Time, Choices, and Our Pursuit of Mastery as an Adult

I was talking to a friend the other day about mastery and how different it is trying to master something as an adult compared to when we were kids.
So much of it has to do with our concept of time.
As kids, our sense of time is so strange. Months feel like years, and a year might as well be a decade. As such, we don’t value time in the same manner. If it takes a kid five or ten years to become proficient at something, that’s fine, because that amount of time seems like an eternity to them, anyway.
Somewhere along the way, though, our sense of time shifts. For me, this happened in my early twenties. Suddenly, the years seemed to go by more quickly. As I watched my parents and siblings get older, I realized I needed to be more intentional about how I spent my time; otherwise, it would just slip away from me, and I would wake up decades later, full of regrets.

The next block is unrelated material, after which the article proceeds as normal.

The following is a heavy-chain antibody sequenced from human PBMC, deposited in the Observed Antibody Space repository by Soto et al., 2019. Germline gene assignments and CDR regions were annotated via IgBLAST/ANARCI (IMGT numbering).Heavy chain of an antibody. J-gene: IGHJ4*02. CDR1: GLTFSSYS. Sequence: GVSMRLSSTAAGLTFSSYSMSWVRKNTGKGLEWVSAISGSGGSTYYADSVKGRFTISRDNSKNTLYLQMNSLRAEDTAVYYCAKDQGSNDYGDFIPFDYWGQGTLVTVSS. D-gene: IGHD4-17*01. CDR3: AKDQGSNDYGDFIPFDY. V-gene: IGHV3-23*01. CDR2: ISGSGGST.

Interestingly, it is this heightened awareness of time that often deters adults from pursuing mastery. When they grasp that it could take years or even a decade to excel at a sport, skill, craft, or passion, they abandon the pursuit before truly beginning, blaming the passage of time.
Acknowledging our limited time also means we must make choices somewhere along the way.
For example, my choice to pursue jiu-jitsu means I had to let go of many other aspirations, at least for now. I’ve closed off other possible paths I once dreamed of—professional boxing, life in the circus, taking up track and field, learning to surf, and even traveling the world as a digital nomad, all because I’ve chosen to dedicate my time to pursue mastery in one sport: jiu-jitsu.
It can be scary to make choices because it reminds us that life is finite and that we won’t in fact have time to pursue every dream we’ve ever dreamed of. But the clock will keep ticking regardless of our choices.
As Earl Nightingale wisely said, “never give up on a dream just because of the time it will take to accomplish it. The time will pass anyway.”
Ultimately, you must do something with your time. You can spend that time dreaming of different lives you want to live, never fully committing to anything. Or, you can choose to pursue a path of mastery — no matter how daunting it may feel to begin.
It’s your choice.

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